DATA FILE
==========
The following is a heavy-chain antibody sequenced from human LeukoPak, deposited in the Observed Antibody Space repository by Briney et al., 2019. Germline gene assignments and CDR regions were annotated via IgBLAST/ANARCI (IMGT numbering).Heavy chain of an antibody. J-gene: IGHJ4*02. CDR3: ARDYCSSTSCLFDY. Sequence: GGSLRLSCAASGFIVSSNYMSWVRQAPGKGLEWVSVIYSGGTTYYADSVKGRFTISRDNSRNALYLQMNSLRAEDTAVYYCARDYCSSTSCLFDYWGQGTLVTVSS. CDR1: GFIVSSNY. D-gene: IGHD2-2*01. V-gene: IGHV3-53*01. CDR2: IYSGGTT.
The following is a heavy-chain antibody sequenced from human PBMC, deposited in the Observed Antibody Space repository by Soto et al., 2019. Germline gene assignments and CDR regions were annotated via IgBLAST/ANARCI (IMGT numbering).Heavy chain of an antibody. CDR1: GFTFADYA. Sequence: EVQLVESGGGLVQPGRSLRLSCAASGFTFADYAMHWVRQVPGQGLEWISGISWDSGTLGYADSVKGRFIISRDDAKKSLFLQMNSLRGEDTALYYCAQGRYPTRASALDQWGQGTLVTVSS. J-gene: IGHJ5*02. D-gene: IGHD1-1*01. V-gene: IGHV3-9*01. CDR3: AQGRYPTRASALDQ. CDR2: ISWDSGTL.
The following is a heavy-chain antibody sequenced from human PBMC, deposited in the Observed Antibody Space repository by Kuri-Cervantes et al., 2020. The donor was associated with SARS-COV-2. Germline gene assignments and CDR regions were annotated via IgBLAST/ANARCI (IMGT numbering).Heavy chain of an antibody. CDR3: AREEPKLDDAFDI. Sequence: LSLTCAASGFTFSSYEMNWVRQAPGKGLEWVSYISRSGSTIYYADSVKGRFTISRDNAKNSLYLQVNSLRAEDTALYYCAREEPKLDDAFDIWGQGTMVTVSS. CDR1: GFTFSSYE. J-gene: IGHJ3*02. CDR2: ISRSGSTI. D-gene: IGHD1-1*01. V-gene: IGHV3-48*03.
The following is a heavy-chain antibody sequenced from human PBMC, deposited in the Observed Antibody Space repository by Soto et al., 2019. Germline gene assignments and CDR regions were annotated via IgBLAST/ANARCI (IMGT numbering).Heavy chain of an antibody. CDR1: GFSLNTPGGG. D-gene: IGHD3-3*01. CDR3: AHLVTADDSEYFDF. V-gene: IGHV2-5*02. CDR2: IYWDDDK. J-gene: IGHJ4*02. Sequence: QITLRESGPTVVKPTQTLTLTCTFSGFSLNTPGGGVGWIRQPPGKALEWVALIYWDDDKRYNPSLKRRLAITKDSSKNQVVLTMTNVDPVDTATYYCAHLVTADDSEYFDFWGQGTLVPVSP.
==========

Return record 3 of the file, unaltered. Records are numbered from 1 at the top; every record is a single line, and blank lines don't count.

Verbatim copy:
The following is a heavy-chain antibody sequenced from human PBMC, deposited in the Observed Antibody Space repository by Kuri-Cervantes et al., 2020. The donor was associated with SARS-COV-2. Germline gene assignments and CDR regions were annotated via IgBLAST/ANARCI (IMGT numbering).Heavy chain of an antibody. CDR3: AREEPKLDDAFDI. Sequence: LSLTCAASGFTFSSYEMNWVRQAPGKGLEWVSYISRSGSTIYYADSVKGRFTISRDNAKNSLYLQVNSLRAEDTALYYCAREEPKLDDAFDIWGQGTMVTVSS. CDR1: GFTFSSYE. J-gene: IGHJ3*02. CDR2: ISRSGSTI. D-gene: IGHD1-1*01. V-gene: IGHV3-48*03.